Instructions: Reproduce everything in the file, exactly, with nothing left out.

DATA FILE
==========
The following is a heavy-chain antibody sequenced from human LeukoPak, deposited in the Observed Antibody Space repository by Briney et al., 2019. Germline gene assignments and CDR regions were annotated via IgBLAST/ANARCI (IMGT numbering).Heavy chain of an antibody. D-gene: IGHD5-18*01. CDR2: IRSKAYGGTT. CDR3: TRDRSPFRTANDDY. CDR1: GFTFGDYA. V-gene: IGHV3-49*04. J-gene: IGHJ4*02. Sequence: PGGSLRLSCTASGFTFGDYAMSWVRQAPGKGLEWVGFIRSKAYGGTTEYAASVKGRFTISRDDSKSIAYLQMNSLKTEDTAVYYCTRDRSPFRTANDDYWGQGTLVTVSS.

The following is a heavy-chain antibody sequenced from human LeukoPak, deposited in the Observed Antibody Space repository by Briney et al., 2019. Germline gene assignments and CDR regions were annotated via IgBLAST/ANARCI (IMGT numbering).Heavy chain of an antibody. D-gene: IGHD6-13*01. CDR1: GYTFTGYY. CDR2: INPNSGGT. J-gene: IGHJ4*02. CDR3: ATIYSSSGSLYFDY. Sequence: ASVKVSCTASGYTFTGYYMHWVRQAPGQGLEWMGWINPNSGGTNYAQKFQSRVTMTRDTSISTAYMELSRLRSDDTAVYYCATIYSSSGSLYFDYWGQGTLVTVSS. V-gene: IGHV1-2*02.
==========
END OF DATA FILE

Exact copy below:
The following is a heavy-chain antibody sequenced from human LeukoPak, deposited in the Observed Antibody Space repository by Briney et al., 2019. Germline gene assignments and CDR regions were annotated via IgBLAST/ANARCI (IMGT numbering).Heavy chain of an antibody. D-gene: IGHD5-18*01. CDR2: IRSKAYGGTT. CDR3: TRDRSPFRTANDDY. CDR1: GFTFGDYA. V-gene: IGHV3-49*04. J-gene: IGHJ4*02. Sequence: PGGSLRLSCTASGFTFGDYAMSWVRQAPGKGLEWVGFIRSKAYGGTTEYAASVKGRFTISRDDSKSIAYLQMNSLKTEDTAVYYCTRDRSPFRTANDDYWGQGTLVTVSS.

The following is a heavy-chain antibody sequenced from human LeukoPak, deposited in the Observed Antibody Space repository by Briney et al., 2019. Germline gene assignments and CDR regions were annotated via IgBLAST/ANARCI (IMGT numbering).Heavy chain of an antibody. D-gene: IGHD6-13*01. CDR1: GYTFTGYY. CDR2: INPNSGGT. J-gene: IGHJ4*02. CDR3: ATIYSSSGSLYFDY. Sequence: ASVKVSCTASGYTFTGYYMHWVRQAPGQGLEWMGWINPNSGGTNYAQKFQSRVTMTRDTSISTAYMELSRLRSDDTAVYYCATIYSSSGSLYFDYWGQGTLVTVSS. V-gene: IGHV1-2*02.